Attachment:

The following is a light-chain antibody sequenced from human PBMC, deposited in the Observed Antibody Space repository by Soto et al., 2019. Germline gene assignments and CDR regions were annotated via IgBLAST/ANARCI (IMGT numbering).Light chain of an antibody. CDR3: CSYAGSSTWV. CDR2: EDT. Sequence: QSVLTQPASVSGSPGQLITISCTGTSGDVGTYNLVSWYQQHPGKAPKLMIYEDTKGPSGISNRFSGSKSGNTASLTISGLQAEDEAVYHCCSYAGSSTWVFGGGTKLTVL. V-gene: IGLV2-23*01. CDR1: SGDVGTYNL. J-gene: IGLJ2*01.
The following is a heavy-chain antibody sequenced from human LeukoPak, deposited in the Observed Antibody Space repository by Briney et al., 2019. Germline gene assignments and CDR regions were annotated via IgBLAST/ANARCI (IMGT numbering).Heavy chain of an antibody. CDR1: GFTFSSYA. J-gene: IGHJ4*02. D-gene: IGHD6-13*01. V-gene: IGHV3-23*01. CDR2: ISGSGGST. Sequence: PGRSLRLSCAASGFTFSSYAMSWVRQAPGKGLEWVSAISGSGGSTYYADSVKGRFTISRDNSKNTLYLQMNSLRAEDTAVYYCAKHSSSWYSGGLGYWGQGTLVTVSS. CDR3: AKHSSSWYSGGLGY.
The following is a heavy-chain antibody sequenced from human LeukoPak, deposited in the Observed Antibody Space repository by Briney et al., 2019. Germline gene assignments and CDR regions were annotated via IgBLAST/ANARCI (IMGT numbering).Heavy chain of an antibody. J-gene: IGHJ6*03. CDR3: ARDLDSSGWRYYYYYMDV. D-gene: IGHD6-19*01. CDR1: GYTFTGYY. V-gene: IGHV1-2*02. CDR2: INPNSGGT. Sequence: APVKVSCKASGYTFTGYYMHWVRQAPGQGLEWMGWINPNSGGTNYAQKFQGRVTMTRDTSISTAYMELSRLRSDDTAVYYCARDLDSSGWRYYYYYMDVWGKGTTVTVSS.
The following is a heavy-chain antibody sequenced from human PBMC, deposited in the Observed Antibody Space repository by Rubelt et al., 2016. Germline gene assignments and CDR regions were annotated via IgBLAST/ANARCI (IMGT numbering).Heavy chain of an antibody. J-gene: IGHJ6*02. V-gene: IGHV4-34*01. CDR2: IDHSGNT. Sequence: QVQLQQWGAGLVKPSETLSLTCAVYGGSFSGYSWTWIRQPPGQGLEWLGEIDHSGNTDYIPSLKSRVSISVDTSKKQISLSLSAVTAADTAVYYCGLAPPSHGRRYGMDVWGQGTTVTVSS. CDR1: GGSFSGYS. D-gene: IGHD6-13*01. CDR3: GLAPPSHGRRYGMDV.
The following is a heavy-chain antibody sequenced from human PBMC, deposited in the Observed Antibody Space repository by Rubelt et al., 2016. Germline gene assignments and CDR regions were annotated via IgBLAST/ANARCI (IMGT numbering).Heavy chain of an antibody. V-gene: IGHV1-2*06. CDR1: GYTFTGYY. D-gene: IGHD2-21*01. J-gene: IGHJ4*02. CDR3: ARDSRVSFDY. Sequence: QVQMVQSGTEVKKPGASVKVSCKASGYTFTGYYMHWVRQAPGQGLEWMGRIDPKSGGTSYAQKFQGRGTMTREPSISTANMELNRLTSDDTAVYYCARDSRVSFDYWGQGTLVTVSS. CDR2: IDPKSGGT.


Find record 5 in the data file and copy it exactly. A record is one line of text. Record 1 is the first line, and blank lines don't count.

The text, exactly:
The following is a heavy-chain antibody sequenced from human PBMC, deposited in the Observed Antibody Space repository by Rubelt et al., 2016. Germline gene assignments and CDR regions were annotated via IgBLAST/ANARCI (IMGT numbering).Heavy chain of an antibody. V-gene: IGHV1-2*06. CDR1: GYTFTGYY. D-gene: IGHD2-21*01. J-gene: IGHJ4*02. CDR3: ARDSRVSFDY. Sequence: QVQMVQSGTEVKKPGASVKVSCKASGYTFTGYYMHWVRQAPGQGLEWMGRIDPKSGGTSYAQKFQGRGTMTREPSISTANMELNRLTSDDTAVYYCARDSRVSFDYWGQGTLVTVSS. CDR2: IDPKSGGT.